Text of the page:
By Michael B. Cohen

Beyond requiring that employers comply with statutory minimum and overtime wage provisions for nonexempt employees, the Fair Labor Standards Act (FLSA), 29 U.S.C. § 201 et seq., renders it unlawful for employers to retaliate against employees for asserting their rights under the law.  Employers are prohibited from “discharg[ing] or in any other manner discriminat[ing] against any employee because such employee has filed any complaint or instituted or caused to be instituted any proceeding under or related to [the FLSA].”  29 U.S.C. § 215(a)(3).  Retaliation claims under this section generally require the performance of a “protected activity” by an employee, such as filing a complaint, a subsequent “adverse action” by an employer, such as terminating or demoting an employee, and a “causal connection” between the protected activity and the adverse action.  It is well established that employers who violate the anti-retaliation provisions of § 215(a)(3) may be liable for legal and equitable relief under § 216(b), including reinstatement, promotion, lost wages, front pay, liquidated damages, and reasonable attorney’s fees.  But what about other remedies, such as compensatory damages for emotional distress stemming from the retaliatory act(s)?

In a decision reached on December 19, 2016, Pineda v. JTCH Apartments., L.L.C., 843 F.3d 1062 (5th Cir. 2016), the Fifth Circuit joined the Sixth Circuit (Moore v. Freeman, 355 F.3d 558, 563 (6th Cir. 2004)) and Seventh Circuit (Travis v. Gary Cmty. Mental Health Ctr., 921 F.2d 108, 112 (7th Cir. 1990)), in affirmatively holding that § 216(b) permits plaintiffs to recover for emotional injuries arising from successful retaliation claims.[1]  The decision resolved a split among lower courts within the jurisdiction.

In Pineda, the plaintiff, Santiago Pineda, was a maintenance worker in an apartment complex owned by the defendant, JTCH Apartments, L.L.C. (“JTCH”).  As part of Pineda’s compensation, JTCH permitted him and his wife to lease an apartment in the complex at a discounted rate.  Pineda filed a lawsuit seeking unpaid overtime wages under the FLSA.  Three days after Pineda filed the lawsuit, JTCH demanded that he and his wife vacate their apartment for nonpayment of rent.  JTCH claimed that Pineda owed unpaid rent in a sum equal to the amount of the prior rent reductions.  Pineda and his wife left the apartment, and Pineda thereafter amended his complaint, joining Pineda’s wife in the suit, and including retaliation claims under § 215(a)(3).  The jury found for Pineda on both his overtime and retaliation claims.  The Northern District of Texas, however, refused Pineda’s request to instruct the jury on emotional distress damages for his retaliation claims, for which he testified to experiencing marital discord, sleepless nights, and anxiety about where his family would live after leaving the JTCH complex.  Pineda and his wife appealed.

The Fifth Circuit, after citing to precedent from other appellate courts that reviewed the issue either directly or indirectly, looked to the language of the FLSA.  The Court found that the FLSA’s remedy of “legal or equitable relief as may be appropriate” for retaliation claims was “expansive language that should be read to include the compensation for emotional distress that is typically available for intentional torts like retaliatory discharge.”  The Court also distinguished the issue under the FLSA from that of the Age Discrimination in Employment Act (ADEA), since the ADEA exhibits a preference for administrative resolution.[2]  The Fifth Circuit ultimately held that the FLSA’s “broad authorization of ‘legal and equitable relief’ encompasses compensation for emotional injuries suffered by an employee on account of employer retaliation.”  It remanded the question of whether Pineda was entitled to compensation for emotional distress.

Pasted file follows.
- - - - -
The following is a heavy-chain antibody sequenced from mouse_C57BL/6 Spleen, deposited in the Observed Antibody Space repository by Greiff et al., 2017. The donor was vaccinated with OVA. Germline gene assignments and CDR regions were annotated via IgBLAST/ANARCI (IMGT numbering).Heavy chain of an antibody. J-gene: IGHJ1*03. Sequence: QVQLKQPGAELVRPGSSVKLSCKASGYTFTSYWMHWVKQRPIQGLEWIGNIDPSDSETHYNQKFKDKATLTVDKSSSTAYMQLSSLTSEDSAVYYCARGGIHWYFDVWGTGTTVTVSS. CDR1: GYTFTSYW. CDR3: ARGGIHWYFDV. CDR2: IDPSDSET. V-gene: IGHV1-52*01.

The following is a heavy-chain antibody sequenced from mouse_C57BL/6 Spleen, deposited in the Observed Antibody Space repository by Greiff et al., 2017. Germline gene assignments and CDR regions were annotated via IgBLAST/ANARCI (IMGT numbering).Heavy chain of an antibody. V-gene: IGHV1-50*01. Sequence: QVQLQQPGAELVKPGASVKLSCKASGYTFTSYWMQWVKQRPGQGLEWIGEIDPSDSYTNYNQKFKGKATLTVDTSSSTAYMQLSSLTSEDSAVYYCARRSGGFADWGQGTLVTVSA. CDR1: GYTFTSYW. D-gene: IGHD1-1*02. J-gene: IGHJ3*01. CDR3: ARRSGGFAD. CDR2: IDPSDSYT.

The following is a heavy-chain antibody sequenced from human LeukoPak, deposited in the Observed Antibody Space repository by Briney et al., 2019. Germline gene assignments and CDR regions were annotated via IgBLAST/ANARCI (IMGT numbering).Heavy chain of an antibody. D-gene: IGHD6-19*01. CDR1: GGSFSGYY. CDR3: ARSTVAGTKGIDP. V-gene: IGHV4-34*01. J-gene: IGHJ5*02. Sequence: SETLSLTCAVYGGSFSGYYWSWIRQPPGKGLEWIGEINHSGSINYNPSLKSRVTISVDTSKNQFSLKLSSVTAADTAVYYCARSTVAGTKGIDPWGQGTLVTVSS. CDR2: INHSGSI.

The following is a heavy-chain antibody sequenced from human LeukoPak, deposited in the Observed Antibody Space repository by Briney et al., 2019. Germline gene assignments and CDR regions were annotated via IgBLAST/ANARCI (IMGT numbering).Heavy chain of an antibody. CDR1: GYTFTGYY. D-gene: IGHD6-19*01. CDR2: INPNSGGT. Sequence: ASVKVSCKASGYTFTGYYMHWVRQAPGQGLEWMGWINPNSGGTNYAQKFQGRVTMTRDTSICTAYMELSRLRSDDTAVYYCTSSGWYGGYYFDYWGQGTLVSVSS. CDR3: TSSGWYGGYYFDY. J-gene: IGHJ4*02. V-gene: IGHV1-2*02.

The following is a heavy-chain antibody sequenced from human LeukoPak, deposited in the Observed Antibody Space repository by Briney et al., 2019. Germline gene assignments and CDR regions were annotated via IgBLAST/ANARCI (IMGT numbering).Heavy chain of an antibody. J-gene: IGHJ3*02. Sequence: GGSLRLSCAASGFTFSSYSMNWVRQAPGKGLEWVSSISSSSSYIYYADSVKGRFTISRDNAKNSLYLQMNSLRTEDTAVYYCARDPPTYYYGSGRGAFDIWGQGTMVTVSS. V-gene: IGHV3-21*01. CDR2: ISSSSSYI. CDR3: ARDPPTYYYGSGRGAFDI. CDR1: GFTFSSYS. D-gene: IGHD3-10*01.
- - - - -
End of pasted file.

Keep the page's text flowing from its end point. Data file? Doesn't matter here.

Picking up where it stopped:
While the Fourth Circuit has yet to review the issue of emotional distress damages for § 215(a)(3) retaliation claims, attorneys, employees, and employers within the jurisdiction should take note of the nationwide trend to award such damages.  Additionally, in Randolph v. ADT Sec. Servs., No. DKC 09-1790 (D. Md. June 14, 2012), the only decision within the Fourth Circuit to address this issue, the District of Maryland reached the same conclusion as that reached in Pineda, holding that “[b]ecause ‘full compensation is the evident purpose and paramount policy’ in an FLSA retaliation action . . . a plaintiff who makes a proper showing [may] recover damages for emotional distress.”

Michael B. Cohen is an attorney at The Law Offices of Gilda A. Hernandez, PLLC, where he focuses his practice on litigating complex class action wage and hour disputes pursuant to the Fair Labor Standards Act and the North Carolina Wage and Hour Act.

[1] In addition to the Sixth and Seventh Circuits, which each directly analyzed the issue, other circuits have upheld jury awards for emotional damages in FLSA retaliation cases (though without the legal question being challenged on appeal), including the First Circuit (Travers v. Flight Servs. & Sys., Inc., 808 F.3d 525, 530, 539–42 (1st Cir. 2015)), Eighth Circuit (Broadus v. O.K. Indus., Inc., 238 F.3d 990, 992 (8th Cir. 2001) (per curiam)), and Ninth Circuit (Lambert v. Ackerley, 180 F.3d 997, 1011 (9th Cir. 1999)).

[2] The Court recently decided a case consistently with Pineda’s ADEA analysis, Vaughan v. Anderson Reg’l Med. Ctr., No. 16-60104 (5th Cir. Feb. 15, 2017), holding that a party “may not invoke the ADEA as a basis for general compensatory damages for pain and suffering . . . .”